Dodge Demon Drag Races Modded Camaro ZL1 on the Street, Struggles to Take Off

Dodge Demon Drag Races Modded Camaro ZL1 4 photos
Photo: Stangkilr Productions/YouTube
Dodge Demon Drag Races Modded Camaro ZL1 on the StreetDodge Demon Drag Races Modded Camaro ZL1 on the StreetDodge Demon Drag Races Modded Camaro ZL1 on the Street
You don't have to be an automotive expert to figure out that Dodge Demon owners put plenty of drag racing miles on their cars. And while SRT honed the uber-Challenger as a drag strip machine, quite a lot of the sprinting mileage involves the street. Well, we are now here to bring you yet another episode of the sort, one that saw the Dodge battling a Chevrolet Camaro ZL1.
We're talking about a sixth-generation Camaro, but, even so, the slab of GM needs a trip to the GM in order to fight the Demon. And this is exactly what the muscle beast received, with its blown 6.2-liter V8 having received bolt-on mods.

To be more precise, the motor was fitted with a pulley upgrade, a cold air intake, custom headers and now likes to sip on E85, while packing the mandatory ECU remap.

According to the owner of the beast, the thing now delivers 723 horses, but the number could refer to the power at the rear wheels, since racers sometimes enjoy talking in dyno language. If this is the case, it means the crankshaft output of the animal sits at about 830 ponies.

As for the Dodge Challenger SRT Demon we have here, which is dressed in a stunning shade called F8 Green (not even the night time footage manages to keep the color from shining), comes in factory stock form.

We'll remind you that the supercharged 6.2-liter V8 of the Dodge Demon churns out 808 hp when using pump juice, while delivering 840 hp on race gas (this requires the race ECU that comes as part of the Demon crate to be installed).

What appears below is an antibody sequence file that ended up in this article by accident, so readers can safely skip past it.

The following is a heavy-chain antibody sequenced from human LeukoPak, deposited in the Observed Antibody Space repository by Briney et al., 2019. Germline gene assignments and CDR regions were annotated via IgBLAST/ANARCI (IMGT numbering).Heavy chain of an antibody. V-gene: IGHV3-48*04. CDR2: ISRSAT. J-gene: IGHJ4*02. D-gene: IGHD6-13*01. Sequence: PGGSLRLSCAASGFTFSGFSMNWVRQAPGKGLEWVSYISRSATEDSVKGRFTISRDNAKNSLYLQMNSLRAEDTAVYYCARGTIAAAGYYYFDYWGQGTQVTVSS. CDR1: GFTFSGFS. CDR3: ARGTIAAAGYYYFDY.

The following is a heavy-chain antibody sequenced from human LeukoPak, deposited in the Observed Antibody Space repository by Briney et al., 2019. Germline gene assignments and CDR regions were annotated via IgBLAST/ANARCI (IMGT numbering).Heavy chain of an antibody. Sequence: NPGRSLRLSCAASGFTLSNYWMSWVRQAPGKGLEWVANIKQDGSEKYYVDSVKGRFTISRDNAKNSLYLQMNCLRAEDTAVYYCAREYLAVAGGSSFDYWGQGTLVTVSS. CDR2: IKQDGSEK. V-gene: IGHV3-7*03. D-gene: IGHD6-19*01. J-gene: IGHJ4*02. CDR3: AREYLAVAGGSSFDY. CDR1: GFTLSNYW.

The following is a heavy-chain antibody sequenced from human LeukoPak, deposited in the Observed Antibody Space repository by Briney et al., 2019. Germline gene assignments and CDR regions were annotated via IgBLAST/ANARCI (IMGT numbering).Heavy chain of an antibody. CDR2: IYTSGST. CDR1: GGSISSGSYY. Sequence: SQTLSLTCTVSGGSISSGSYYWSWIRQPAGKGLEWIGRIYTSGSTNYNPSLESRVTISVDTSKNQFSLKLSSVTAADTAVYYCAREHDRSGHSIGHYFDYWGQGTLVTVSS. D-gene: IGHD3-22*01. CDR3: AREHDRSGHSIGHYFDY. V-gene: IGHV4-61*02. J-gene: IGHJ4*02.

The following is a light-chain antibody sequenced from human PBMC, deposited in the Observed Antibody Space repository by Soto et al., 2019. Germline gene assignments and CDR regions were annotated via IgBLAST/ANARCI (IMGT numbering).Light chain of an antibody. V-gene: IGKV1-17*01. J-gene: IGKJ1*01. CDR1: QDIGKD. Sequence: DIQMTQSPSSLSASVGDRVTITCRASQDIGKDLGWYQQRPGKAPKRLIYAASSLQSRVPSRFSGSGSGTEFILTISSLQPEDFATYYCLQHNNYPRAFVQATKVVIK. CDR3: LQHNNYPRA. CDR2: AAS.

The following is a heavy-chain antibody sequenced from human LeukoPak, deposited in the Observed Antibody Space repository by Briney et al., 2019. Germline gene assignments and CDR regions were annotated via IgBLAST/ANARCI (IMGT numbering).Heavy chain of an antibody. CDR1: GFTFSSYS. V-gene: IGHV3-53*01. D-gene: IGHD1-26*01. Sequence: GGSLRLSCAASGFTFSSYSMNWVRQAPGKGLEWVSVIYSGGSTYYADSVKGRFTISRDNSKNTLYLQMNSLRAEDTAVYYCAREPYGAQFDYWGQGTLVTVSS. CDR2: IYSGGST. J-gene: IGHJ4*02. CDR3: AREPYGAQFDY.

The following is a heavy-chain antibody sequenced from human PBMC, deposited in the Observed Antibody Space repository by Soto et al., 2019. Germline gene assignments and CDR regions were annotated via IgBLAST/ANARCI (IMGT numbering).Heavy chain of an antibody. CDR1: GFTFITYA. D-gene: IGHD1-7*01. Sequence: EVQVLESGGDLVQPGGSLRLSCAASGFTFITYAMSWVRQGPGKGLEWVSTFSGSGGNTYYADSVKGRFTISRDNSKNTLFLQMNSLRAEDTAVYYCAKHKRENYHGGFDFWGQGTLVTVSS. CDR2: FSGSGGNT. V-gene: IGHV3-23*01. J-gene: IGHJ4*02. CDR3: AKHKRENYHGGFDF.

Here's why you might be experiencing deja vu

We've talked about these two slabs of America earlier today, when we showed you another street race involving the ZL1 and the Demon. As is the case with most shenanigans of the sort, that battle saw the muscle behemoths using rolling starts.

This time around, though, the velocity tools go for standing takeoffs, which only makes the matter even riskier.

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About the author: Andrei Tutu
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In his quest to bring you the most impressive automotive creations, Andrei relies on learning as a superpower. There's quite a bit of room in the garage that is this aficionado's heart, so factory-condition classics and widebody contraptions with turbos poking through the hood can peacefully coexist.
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